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Finding a cure for Indonesia's sick river

By Anna Coren, CNN
  • Citarum River in Indonesia supplies around 30 million people with water
  • Extreme pollution means many who live in villages along its banks often fall ill
  • Poor sanitation compounds the problems for health of people and environment
  • Asian Development Bank spending $500 million on river clean-up project

Bandung, Indonesia (CNN) -- The small village of Sukamaju on the outskirts of Bandung, West Java, is nestled within mountains and rice plantations. To the naked eye, the scenery looks beautiful. But on closer inspection, this ecosystem is supported by a water source that is sick and heavily polluted.

We've arrived to cover a story on the Citarum River, considered one of the most polluted rivers in Indonesia, if not the world. Around 30 million people rely on this water basin, and it provides 80 percent of Jakarta's drinking water.

While this water is obviously treated for consumption in the larger town and big cities, in Sukamaju what's in the river is pumped directly to the community. The only filtration available is a towel or sock wrapped around a waterspout. The villagers use this water everyday to bathe, wash and cook.

But for drinking, they will boil it. Health experts tell us this process will kill the bacteria but it certainly won't get rid of the heavy metals and toxic chemicals.

Near the village there are dozens of textile factories -- the main source of employment for many of the local people. They're also one of the biggest polluters of the Citarum River, spewing industrial waste directly into the waterways.

Video: Indonesia's dirty river

At one spot outside a plant, the water is black with pollution. Children play in it; crops are grown beside it.

A little further upstream, 10 meters before the water turns black, we meet a man who is washing plastic bags he will then sell. He says he does it here because of the strong chemicals in the water -- it helps him do his job more effectively.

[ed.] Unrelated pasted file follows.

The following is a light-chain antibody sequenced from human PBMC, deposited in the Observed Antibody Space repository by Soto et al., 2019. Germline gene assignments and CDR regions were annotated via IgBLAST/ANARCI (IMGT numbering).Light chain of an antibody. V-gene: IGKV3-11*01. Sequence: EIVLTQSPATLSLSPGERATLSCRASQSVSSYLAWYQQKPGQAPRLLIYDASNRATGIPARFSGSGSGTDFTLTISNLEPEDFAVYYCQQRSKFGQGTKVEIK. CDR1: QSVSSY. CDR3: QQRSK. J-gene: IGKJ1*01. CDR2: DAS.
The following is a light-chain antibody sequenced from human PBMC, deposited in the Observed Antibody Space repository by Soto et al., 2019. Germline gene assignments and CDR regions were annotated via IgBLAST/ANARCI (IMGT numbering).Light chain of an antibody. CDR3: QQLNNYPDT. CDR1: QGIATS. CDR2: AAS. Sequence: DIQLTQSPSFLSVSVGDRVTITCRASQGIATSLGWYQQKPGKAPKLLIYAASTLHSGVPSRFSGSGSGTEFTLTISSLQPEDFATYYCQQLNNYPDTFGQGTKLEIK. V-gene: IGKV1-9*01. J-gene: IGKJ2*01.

We meet Nyai, a 60-year-old great grandmother who has a persistent skin infection. She has welts, lumps and dark markings all over her torso. Her daughter, grandchildren and great grandchildren all suffer the same condition, including 4-year-old Wildan.

The Citarum river is not dead but it needs a tremendous amount of work from all of us.
--Tom Panella , ADB

I ask him to show me where it's itchy and he points to the spots covering his face and neck. Nyai says this skin condition only became a problem for her village after the textile factories set up in the 1980s.

Asked if she's angry about the water situation Nyai replies: "We have no choice, this is the only water we have. Everyone in this village only has this water source. If it's raining then our wells will get fresh water. But if it's dry season, everyone must use this water."

Bad water is a deadly killer

But it's not just the factories using the Citarum as a dumping ground; the community effectively uses it as an open sewer. As we walk through the village, children squat over canals and defecate directly into the water. Any garbage is thrown in the waterway or dumped on the side of the riverbank.

Re-educating local communities on how to look after the Citarum is one of the main projects for the Asian Development Bank (ADB). It's investing $500 million dollars over the next 15 years to try to save the Citarum and the communities who rely on it.

The ADB will work closely with Indonesian government to rehabilitate the entire river basin, addressing the issues of pollution, sanitation, and environmental problems like deforestation, siltation and flooding. Tom Panella from the ADB is fully aware of the enormous task in front of him and his team, but he remains hopeful .

"The Citarum is very sick and needs everybody to help bring it back to a state of health so all communities reliant on it can have a good quality of life and sustainable livelihoods," he says. "It's not dead, but it needs a tremendous amount of work from all of us."